Johanna Brankaer has recently published a compact book in German that introduces readers to ancient Gnosis. The title: Die Gnosis: Texte und Kommentar (Wiesbaden: Marix, 2010). She wrestles with the questions: Was there a Gnostic religion? What was the role of women in ancient Gnosis? What was the relationship of Gnosis, Christianity, and philosophy?
The book is divided into sections that cover ancient Gnostic mythology, Gnostic thinkers, Sethianism as classic Gnosis, A Gnostic church?, Gnosis as a Christian experiment, Women in Gnostic traditions, and then a small commentary section which covers some of the basic primary literature: Ptolemy's Letter to Flora, Rheginus, Ap John, Hypostasis of Archons, Trimorphic Protennoia, Letter of Petter to Philip, Gos Mary, Exegesis on the Soul, Gos of Thom, Gos Egy, Three Steles, Allogenes (NHC), Apoc Peter, Gos Jud (CT3).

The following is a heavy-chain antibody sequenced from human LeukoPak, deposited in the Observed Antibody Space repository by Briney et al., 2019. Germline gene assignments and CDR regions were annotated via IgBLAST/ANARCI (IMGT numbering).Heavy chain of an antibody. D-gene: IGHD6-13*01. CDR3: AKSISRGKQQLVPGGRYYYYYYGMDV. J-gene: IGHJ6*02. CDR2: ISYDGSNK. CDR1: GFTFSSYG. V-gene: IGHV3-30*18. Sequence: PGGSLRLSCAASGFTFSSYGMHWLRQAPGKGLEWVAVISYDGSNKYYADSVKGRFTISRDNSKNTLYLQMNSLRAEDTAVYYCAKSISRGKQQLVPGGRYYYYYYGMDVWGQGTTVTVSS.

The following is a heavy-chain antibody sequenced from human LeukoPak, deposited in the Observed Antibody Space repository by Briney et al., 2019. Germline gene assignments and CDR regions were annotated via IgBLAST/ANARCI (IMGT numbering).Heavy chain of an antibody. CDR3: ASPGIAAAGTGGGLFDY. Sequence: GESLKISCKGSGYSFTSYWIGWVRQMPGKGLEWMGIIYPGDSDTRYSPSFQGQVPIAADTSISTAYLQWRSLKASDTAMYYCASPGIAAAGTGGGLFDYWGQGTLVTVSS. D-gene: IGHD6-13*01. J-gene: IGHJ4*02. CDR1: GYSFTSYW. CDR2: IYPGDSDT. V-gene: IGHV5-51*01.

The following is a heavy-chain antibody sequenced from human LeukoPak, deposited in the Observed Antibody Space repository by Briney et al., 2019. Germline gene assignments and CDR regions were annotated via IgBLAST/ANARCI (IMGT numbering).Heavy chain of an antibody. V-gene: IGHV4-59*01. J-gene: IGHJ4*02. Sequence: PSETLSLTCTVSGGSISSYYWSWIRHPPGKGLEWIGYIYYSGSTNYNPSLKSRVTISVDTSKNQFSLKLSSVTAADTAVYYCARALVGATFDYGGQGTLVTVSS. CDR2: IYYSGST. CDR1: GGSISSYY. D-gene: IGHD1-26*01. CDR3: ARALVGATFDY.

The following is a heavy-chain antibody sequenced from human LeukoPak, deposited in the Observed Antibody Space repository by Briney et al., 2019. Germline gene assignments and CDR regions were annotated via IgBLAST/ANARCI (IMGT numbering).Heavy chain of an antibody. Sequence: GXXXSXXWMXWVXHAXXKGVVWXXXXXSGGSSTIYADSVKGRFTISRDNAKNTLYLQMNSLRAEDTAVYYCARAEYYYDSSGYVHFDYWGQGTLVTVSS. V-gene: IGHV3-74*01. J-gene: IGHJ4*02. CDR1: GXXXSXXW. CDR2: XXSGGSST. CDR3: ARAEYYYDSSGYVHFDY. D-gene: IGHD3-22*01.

It is not meant to be an exhaustive overview of the field with a thousand footnotes (for which I am thankful!). Rather it is a valuable pocket book, presenting Brankaer's own perspective on the literature and the questions of ancient Gnosis. A fine contribution to the field. As an addendum, it contains her German translation of the Gospel of Judas.